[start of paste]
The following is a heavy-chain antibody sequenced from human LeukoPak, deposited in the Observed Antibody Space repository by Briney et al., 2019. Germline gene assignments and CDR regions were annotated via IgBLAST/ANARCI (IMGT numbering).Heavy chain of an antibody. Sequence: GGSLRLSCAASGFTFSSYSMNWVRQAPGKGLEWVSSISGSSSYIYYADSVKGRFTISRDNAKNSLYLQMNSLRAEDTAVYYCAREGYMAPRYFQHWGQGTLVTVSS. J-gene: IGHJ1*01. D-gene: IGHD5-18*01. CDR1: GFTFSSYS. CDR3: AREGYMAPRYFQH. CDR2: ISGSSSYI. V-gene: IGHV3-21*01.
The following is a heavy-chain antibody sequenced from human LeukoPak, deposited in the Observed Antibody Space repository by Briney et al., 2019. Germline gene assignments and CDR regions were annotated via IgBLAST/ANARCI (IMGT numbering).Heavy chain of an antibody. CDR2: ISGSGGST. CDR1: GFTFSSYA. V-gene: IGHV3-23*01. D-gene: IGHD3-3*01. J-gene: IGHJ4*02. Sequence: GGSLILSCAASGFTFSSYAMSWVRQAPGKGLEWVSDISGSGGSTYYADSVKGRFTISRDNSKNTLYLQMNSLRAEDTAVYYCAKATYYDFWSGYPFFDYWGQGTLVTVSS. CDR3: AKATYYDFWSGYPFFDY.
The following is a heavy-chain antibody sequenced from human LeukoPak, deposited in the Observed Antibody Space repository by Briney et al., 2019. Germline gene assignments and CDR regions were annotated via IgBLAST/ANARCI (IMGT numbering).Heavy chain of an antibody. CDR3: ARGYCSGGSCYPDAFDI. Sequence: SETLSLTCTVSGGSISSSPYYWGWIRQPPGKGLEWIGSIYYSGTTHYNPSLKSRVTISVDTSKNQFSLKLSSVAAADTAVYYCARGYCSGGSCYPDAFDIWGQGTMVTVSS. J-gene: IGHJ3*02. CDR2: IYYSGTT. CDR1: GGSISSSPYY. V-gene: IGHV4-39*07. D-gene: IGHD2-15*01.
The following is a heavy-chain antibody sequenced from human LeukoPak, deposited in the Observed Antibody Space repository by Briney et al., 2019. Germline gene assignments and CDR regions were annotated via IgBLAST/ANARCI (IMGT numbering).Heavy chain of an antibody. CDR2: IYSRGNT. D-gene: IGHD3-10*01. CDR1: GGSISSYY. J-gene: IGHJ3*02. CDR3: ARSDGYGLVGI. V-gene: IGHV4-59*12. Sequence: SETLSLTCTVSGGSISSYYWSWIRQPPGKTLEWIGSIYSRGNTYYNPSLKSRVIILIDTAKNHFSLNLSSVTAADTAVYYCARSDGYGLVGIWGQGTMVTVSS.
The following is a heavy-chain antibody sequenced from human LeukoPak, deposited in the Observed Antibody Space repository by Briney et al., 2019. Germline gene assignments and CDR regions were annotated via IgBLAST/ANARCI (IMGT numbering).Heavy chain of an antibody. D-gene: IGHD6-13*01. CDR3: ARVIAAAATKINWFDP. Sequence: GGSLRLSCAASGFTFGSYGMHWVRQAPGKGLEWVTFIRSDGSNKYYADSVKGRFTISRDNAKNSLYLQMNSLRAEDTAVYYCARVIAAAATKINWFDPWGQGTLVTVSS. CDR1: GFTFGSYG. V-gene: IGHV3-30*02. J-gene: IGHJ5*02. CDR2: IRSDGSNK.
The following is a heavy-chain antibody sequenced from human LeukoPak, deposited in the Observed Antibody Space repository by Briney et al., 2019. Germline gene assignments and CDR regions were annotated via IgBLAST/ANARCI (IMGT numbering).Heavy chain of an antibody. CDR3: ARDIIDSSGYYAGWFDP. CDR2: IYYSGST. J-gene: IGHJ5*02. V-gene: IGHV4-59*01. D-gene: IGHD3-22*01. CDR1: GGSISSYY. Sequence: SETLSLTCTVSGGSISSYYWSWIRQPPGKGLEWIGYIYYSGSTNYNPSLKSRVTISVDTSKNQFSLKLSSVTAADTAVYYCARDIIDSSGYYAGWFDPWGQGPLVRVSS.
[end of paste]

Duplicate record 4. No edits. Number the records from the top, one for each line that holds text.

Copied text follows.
The following is a heavy-chain antibody sequenced from human LeukoPak, deposited in the Observed Antibody Space repository by Briney et al., 2019. Germline gene assignments and CDR regions were annotated via IgBLAST/ANARCI (IMGT numbering).Heavy chain of an antibody. CDR2: IYSRGNT. D-gene: IGHD3-10*01. CDR1: GGSISSYY. J-gene: IGHJ3*02. CDR3: ARSDGYGLVGI. V-gene: IGHV4-59*12. Sequence: SETLSLTCTVSGGSISSYYWSWIRQPPGKTLEWIGSIYSRGNTYYNPSLKSRVIILIDTAKNHFSLNLSSVTAADTAVYYCARSDGYGLVGIWGQGTMVTVSS.